Preview: Boom, Theatre 503
Reviewed by Oliver Wake, during previews
Peter Sinn Nachtrieb’s new play Boom is difficult to describe, thanks to its high-concept premise and unusual plot, the intricacies of which I’m trying to avoid spoiling for you here. It is set in an underground research laboratory, where young scientist Jules (Will Merrick) has arranged to meet student Jo (Nicole Sawyerr) for anonymous no-strings sex. Or so Jo thinks. Jules’ online advert promised “sex to change the course of the world”. She took it as bragging; he meant it literally. From studying the habits of fish in central America, Jules has predicted the apocalypse for life on Earth. It’s in seven minutes.
The play’s early scenes are perhaps the most compelling, with sparkling dialogue and a rich vein of humour as Jo’s anticipated one-night-stand turns into a nightmare of global proportions. The play is largely a two-hander, punctuated by the occasional beat on a drum by a mysterious woman dressed like a museum attendant who sits in a corner outside the action. We later learn she is Barbara (Mandi Symonds) and as the play progresses she becomes increasingly vocal, commenting on the action.
Barbara’s role initially seems redundant and, frankly, a little irritating, but as the play progresses her interjections become progressively more frequent and extensive, and she has some very funny lines. As her true role slowly emerges, the real significance of her presence becomes clear. She isn’t merely commenting on what we see but controlling it. She provides a framing device which is essential for the play’s conclusion. This isn’t ideal, and I would have been happier with a more ‘straight’ presentation of the story, but it’s had to see how Sinn Nachtrieb could have reached the conclusion he wanted without this device. To say why would, alas, ruin the ending for you.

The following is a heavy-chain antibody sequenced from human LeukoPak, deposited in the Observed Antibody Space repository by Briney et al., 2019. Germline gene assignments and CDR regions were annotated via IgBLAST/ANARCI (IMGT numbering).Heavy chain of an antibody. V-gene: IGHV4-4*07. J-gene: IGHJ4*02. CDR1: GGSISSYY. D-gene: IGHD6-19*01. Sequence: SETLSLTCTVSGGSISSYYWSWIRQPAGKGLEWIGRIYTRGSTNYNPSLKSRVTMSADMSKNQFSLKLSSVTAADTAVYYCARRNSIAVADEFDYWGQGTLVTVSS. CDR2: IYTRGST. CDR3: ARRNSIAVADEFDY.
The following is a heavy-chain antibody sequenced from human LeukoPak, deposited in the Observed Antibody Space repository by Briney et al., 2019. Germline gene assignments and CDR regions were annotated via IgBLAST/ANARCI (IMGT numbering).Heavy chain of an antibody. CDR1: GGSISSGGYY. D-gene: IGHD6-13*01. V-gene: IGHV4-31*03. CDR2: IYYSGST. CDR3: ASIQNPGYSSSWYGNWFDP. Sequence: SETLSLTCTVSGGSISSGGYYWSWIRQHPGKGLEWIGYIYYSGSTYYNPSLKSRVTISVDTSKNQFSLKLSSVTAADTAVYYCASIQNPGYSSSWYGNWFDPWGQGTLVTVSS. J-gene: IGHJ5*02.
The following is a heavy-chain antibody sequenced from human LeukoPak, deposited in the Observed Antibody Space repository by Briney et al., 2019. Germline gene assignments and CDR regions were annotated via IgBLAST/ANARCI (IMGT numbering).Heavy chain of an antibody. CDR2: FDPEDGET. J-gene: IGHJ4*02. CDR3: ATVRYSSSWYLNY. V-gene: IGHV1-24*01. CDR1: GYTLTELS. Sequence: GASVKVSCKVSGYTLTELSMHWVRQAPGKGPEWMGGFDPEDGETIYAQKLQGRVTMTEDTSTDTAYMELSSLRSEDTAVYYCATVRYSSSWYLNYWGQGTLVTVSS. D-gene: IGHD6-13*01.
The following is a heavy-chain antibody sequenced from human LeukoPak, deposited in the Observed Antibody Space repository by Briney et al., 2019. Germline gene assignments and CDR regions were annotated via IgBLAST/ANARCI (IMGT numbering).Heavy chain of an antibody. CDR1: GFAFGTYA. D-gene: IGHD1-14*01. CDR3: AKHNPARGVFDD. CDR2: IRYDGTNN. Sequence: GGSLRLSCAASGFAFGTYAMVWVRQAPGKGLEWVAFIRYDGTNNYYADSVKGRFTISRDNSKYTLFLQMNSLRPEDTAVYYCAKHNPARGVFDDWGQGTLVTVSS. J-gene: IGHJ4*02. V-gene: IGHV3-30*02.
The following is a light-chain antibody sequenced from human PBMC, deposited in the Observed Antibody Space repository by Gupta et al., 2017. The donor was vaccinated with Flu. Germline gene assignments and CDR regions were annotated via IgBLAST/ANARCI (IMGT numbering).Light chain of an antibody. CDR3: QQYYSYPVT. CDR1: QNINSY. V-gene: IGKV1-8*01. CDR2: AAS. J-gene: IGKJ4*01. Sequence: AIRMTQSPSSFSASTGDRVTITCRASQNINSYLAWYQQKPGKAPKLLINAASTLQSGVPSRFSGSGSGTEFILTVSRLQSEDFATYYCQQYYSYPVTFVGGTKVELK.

This brings us to the challenge of the drama. Sinn Nachtrieb has chosen evolution as his theme, but as a process relying on the passing of many generations, it’s an inherently undramatic subject and he has had to be creative in drawing it into the action. Natural selection and survival prospects are woven throughout the script, from Jules’ family’s susceptibility to premature death to Jo’s freak medical condition that prevents her walking into dangerous situations. Unless I missed an explanation, the latter seems a coincidence too far given that Jo’s (rather than any other young woman’s) presence in Jules’ ‘experiment’ has come about arbitrarily. Possibly that’s the point – that random factors are part of evolution – but it seems overly convenient in dramatic terms. The greatest evolutionary irony is that Jules, who has elected himself as one-half of the couple who will keep the human race going after the devastation above, is gay. He has at least equipped his bunker with a turkey baster, much to Jo’s disgust.
Boom becomes somewhat ponderous during its later scenes and could perhaps have benefited from losing ten minutes. While clearly amusing the audience at the performance I attended, Barbara’s exaggerated histrionics towards the end were overdone and became rather tiresome after a while. Sawyerr and Merrick remain impressive throughout and seem to have a genuine rapport at the times their characters aren’t at each other’s throats.
It’s hard to formulate a final opinion on this play. It’s intriguing and frequently, if inconsistently, very entertaining. With its abstract theme, unusual construction and bizarre conclusion, it’s unlike much else you’ll see on the stage this summer. For fringe theatre, that’s a recommendation of a sort.
Shanine Salmon’s press night review can be found here